Neutral Ground, LLC
All too often, separation and divorce result in stress, hostility and conflict that can easily distract parents from their responsibilities as parents. Parents, not courts, should have the ultimate responsibility for, and certainly are in the best position
to, make the decisions that are in their children’s best interests. Unfortunately inter-parental conflict displaces the parents’ ability to jointly raise and care for their children, resulting in the children inadvertently becoming “innocent
bystanders” of the conflict. Current research reveals that conflict between divorcing and separating parents puts children at a higher risk for having difficulty in developmental tasks, negatively impacting achievement not only in academic settings but
also social settings. Research also indicates that children from separated or divorced parents with significant conflict in their relationship, both pre- and post- separation/divorce, have a higher likelihood of difficulty in forming relationships as a child
and as an adult.
Even the most tightly structured parenting plan cannot overcome the dysfunction that results when parental interactions are fraught with conflict. When this conflict exists Neutral
Ground’s co-parenting skills workshop can make a difference.
Neutral Ground’s basic ten-hour program, Co-Parent Solutions, assists parents in redefining their role from adversaries to co-parent “business” partners. Parents
are taught, and helped to practice, the skills needed for improving their working relationship with one another as parents – skills needed to effectively, respectfully relate with one another in such a way as to avoid conflict and angry non-productive
interactions and to increase successful communication and joint problem solving. Parents also learn, and are helped to practice, skills for supporting their children as the children adjust to the challenges of the separation or divorce. For success in achieving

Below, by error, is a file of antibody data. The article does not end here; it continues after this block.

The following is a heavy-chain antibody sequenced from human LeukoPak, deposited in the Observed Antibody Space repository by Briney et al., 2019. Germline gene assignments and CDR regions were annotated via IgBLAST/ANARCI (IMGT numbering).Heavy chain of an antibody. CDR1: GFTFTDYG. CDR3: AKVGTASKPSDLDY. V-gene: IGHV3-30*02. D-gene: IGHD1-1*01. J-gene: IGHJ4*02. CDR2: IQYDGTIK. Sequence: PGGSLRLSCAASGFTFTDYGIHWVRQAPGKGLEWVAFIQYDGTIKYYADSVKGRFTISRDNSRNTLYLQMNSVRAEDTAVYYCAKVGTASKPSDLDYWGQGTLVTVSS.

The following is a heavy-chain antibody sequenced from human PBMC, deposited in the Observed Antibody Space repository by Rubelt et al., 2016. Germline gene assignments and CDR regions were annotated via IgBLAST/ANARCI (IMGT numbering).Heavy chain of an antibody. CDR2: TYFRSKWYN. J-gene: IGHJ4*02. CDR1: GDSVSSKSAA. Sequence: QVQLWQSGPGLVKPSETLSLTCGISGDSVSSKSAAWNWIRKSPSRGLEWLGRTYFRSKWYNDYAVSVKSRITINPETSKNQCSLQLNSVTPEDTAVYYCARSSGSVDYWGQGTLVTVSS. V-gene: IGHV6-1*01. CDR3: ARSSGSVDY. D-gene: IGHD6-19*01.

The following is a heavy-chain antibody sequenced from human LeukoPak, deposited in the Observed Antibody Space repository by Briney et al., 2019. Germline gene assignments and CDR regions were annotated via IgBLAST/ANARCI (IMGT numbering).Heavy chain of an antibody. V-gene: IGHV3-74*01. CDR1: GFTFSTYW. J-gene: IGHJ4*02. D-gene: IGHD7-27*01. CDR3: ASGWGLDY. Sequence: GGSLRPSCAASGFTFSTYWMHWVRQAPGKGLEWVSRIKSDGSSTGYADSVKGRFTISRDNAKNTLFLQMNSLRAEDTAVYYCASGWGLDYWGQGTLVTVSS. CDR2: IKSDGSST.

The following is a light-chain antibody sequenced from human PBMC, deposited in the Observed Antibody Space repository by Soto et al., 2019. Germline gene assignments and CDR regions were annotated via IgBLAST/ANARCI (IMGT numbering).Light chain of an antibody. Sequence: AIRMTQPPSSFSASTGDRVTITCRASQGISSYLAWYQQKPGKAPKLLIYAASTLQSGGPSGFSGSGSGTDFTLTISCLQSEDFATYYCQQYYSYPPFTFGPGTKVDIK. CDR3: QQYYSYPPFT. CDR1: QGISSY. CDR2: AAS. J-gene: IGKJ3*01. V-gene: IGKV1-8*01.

this goal of redefining their relationship, parents attend all three sessions together.
Co-Parent Solutions is not co-parent counseling. Rather, it is a skills-based program specifically designed to teach the mechanics of co-parenting. This program is considerably
more comprehensive than New Hampshire’s Child Impact Seminar and is not meant to replace the seminar, but instead is designed to reinforce, supplement, and put into practice information outlined in the seminar. At the successful conclusion of their participation
in the Co-Parent Solutions program, parents receive a Certificate of Completion.
Co-parenting exists when both of a child’s parents, once they are living apart, make arrangements for decision-making regarding their children and for contact with their
children. The “arrangement” is typically referred to as a “parenting plan” when it is formally created.
There are two general approaches to co-parenting: cooperative co-parenting and parallel co-parenting. Neutral Ground’s Co-Parent Solutions teaches skills needed for each.
Cooperative co-parenting involves a collaborative effort by the parents to regularly interact on behalf of the children: consulting with one another regarding the children’s
day-to-day care and making joint decisions in a way that fosters the children’s welfare.
Parallel co-parenting may be the necessary choice for parents whose history includes a pattern of domestic violence. Parallel co-parenting skills do not require direct, face-to-face
communications between co-parents but does emphasize a focus by each parent on the best interests of the children. Each parent has control over his or her parenting time and neither is expected to consult the other about daily routines or schedules.
The Co-Parent Solutions workshop is divided into approximately three,
3 ½ hour sessions. The sessions are scheduled one evening per week for three consecutive weeks.
The first session involves an intense focus on positive communications, ending with a comprehensive work-book based homework assignment that requires each parent to delve into
such topics as self care, cooperative parenting agreements,
making “polite requests”, and saying “thank you.”
The second session reviews the homework assignment and, through group participation, puts into practice the skills taught in the homework. The parents then move into the second
necessary phase of communication: being an effective “receiver” and an active listener to communication from both the other parent and the children.
By the third class the parents have been exposed to the concept of “business meetings” and learn how to move from the intimate marital relationship into the new relationship
of “business partners in the co-parenting workplace.” By the end of this final section the parents have been taught, and have practiced, the fundamental skills needed to effectively co-parent their children and understand the importance of remaining
committed to co-parenting.